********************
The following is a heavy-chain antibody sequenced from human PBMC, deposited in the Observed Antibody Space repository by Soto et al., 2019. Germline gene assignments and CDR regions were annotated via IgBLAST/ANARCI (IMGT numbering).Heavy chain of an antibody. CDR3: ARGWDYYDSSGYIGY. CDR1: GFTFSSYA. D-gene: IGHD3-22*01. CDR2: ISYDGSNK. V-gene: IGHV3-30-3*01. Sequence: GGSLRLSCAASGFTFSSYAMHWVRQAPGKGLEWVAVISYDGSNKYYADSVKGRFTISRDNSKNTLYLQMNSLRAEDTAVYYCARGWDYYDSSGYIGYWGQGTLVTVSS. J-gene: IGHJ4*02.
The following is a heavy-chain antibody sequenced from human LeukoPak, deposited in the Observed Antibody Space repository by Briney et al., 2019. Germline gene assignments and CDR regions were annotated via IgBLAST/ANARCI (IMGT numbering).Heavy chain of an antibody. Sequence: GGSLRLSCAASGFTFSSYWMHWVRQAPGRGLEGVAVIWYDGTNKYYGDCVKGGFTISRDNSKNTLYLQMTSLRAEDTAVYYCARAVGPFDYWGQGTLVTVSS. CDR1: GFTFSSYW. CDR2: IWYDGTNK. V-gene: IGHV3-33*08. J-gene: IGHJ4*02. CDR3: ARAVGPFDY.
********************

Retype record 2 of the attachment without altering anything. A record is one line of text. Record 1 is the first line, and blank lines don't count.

The following is a heavy-chain antibody sequenced from human LeukoPak, deposited in the Observed Antibody Space repository by Briney et al., 2019. Germline gene assignments and CDR regions were annotated via IgBLAST/ANARCI (IMGT numbering).Heavy chain of an antibody. Sequence: GGSLRLSCAASGFTFSSYWMHWVRQAPGRGLEGVAVIWYDGTNKYYGDCVKGGFTISRDNSKNTLYLQMTSLRAEDTAVYYCARAVGPFDYWGQGTLVTVSS. CDR1: GFTFSSYW. CDR2: IWYDGTNK. V-gene: IGHV3-33*08. J-gene: IGHJ4*02. CDR3: ARAVGPFDY.